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  1. #1

    Variable Speed Furnace Blower Motor- yes or no

    We have a an 11 year old two story home that is about 3600 square feet and is currently heated with a Bryant Furnace and a Lennox 5-ton AC unit (we had to replace the builder installed Bryant unit a few years ago). When we built the house the builder did not feel that we needed to have a dual zoned system. We keep the house pretty cool in the summer (about 67 degrees) so the AC runs a lot. The Lennox unit works great and the house stays very comfortable both on the entry level and the upper level. We keep the fan in the "on" position rather than "auto".

    We have 2 cracks in the heat exchanger so we need to replace the Bryant furnace. We are probably going with a Lennox SL280 unit with a variable speed blower. Everything sounds great about the unit but my question regarding the variable speed is whether this will cause the upper level to not stay as cool since the thermostat is on the entry level.
    With our current unit blower being "on" at full speed all of the time I'm thinking that our cooling upstairs is probably more effective. I'm concerned that if the entry level reaches the set temperature and the blower motor goes to a lower speed, the upper level will not stay as cool. My guess is the new lennox will be better in every way than the existing Byrant so maybe this wont be an issue and I know that it will be a more economical unit to run, but at the end of the day if our new furnace causes our upper level to not cool off as well, maybe we should avoid a variable speed motor.

    Any suggestions would be appreciated

  2. #2
    Join Date
    Nov 2006
    Location
    Southeastern Pa
    Posts
    19,534
    My suggestion:

    have the contractor evaluate the needs of the structure and duct system, performing a manual J and manual D calculation. This way, you will know the heating and cooling needs of the home, and whether your ductwork needs to be corrected FIRST.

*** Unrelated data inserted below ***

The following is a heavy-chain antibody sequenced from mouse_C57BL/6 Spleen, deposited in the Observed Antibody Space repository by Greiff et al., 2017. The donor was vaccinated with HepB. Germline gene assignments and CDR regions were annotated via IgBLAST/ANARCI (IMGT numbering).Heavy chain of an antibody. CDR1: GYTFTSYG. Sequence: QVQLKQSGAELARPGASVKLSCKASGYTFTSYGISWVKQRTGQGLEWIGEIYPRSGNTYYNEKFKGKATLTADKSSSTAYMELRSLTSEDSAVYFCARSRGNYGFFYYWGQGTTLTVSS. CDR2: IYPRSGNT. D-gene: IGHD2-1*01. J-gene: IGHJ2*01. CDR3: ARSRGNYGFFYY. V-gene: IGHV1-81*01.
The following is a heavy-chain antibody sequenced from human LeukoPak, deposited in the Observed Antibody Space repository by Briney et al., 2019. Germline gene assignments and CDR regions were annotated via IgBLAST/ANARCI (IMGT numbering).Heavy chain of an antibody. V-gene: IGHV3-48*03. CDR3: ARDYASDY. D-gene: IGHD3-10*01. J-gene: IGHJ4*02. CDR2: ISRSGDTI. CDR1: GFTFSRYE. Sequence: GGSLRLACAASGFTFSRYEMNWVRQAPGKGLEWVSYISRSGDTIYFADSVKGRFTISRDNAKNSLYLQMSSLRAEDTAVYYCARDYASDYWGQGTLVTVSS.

A variable speed motor will not give you the expected savings if it is struggling to overcome bad ductwork.

    If your ductwork is correct, and the system sized correctly, you should be able to get your system to provide comfort. You may have to relocate the thermostat.
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  3. #3
    Thanks! Actually, another contractor said that our duct work is actually excellent for the house (not sure how he measured for it which might help explain how we've gotten away without a dual zoned system. I appreciate the quick reply!

  4. #4
    Join Date
    Sep 2002
    Location
    I don't know
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    2,909
    I would say yes - an ecm can save hundreds of dollars per year when the fan is run continuously.
    General public's attitude towards our energy predicament: "I reject the reality of finite resource depletion and substitute it with my own; energy is infinite, we just need an alternative storage medium to run the cars on. The economy can grow indefinitely - we just need to "green" everything! Technology is energy! Peak what?"

  5. #5
    Join Date
    May 2000
    Location
    Indianapolis, IN, USA
    Posts
    34,601
    It can be wired/set so the blower runs at full speed on constant fan. But that will defeat much of the savings amd mentions. On constant fan it will run at 1/2 speed, you won't hear it and you won't feel it but it will cost little. We've only had a couple want more airflow. I did wire our office furnace to full blow on constant fan for better circulation when not heating & cooling.

    But in cool mode, with the extra get up & go the VS motor has, it will likely improve cooling upstairs.

  6. #6
    Thanks for the reply. This forum is great and it's truly helped me make my decision to go with the variable speed motor.

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